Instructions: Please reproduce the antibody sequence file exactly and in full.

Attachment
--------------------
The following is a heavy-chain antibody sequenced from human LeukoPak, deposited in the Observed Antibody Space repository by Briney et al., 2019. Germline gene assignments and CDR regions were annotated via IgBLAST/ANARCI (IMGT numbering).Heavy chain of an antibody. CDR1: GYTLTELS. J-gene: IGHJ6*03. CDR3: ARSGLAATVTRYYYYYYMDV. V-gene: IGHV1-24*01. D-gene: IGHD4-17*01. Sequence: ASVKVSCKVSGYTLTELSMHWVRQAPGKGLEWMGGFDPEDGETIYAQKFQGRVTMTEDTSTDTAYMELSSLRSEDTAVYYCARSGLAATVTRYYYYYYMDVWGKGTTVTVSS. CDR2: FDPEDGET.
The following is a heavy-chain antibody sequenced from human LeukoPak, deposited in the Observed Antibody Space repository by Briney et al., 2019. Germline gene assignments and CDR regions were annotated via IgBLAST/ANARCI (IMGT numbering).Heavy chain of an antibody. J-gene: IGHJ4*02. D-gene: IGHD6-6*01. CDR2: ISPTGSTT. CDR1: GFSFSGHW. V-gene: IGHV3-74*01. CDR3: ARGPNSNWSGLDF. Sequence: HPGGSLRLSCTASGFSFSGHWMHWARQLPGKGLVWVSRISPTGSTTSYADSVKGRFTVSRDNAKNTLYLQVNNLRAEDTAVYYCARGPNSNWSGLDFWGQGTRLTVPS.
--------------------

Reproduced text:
The following is a heavy-chain antibody sequenced from human LeukoPak, deposited in the Observed Antibody Space repository by Briney et al., 2019. Germline gene assignments and CDR regions were annotated via IgBLAST/ANARCI (IMGT numbering).Heavy chain of an antibody. CDR1: GYTLTELS. J-gene: IGHJ6*03. CDR3: ARSGLAATVTRYYYYYYMDV. V-gene: IGHV1-24*01. D-gene: IGHD4-17*01. Sequence: ASVKVSCKVSGYTLTELSMHWVRQAPGKGLEWMGGFDPEDGETIYAQKFQGRVTMTEDTSTDTAYMELSSLRSEDTAVYYCARSGLAATVTRYYYYYYMDVWGKGTTVTVSS. CDR2: FDPEDGET.
The following is a heavy-chain antibody sequenced from human LeukoPak, deposited in the Observed Antibody Space repository by Briney et al., 2019. Germline gene assignments and CDR regions were annotated via IgBLAST/ANARCI (IMGT numbering).Heavy chain of an antibody. J-gene: IGHJ4*02. D-gene: IGHD6-6*01. CDR2: ISPTGSTT. CDR1: GFSFSGHW. V-gene: IGHV3-74*01. CDR3: ARGPNSNWSGLDF. Sequence: HPGGSLRLSCTASGFSFSGHWMHWARQLPGKGLVWVSRISPTGSTTSYADSVKGRFTVSRDNAKNTLYLQVNNLRAEDTAVYYCARGPNSNWSGLDFWGQGTRLTVPS.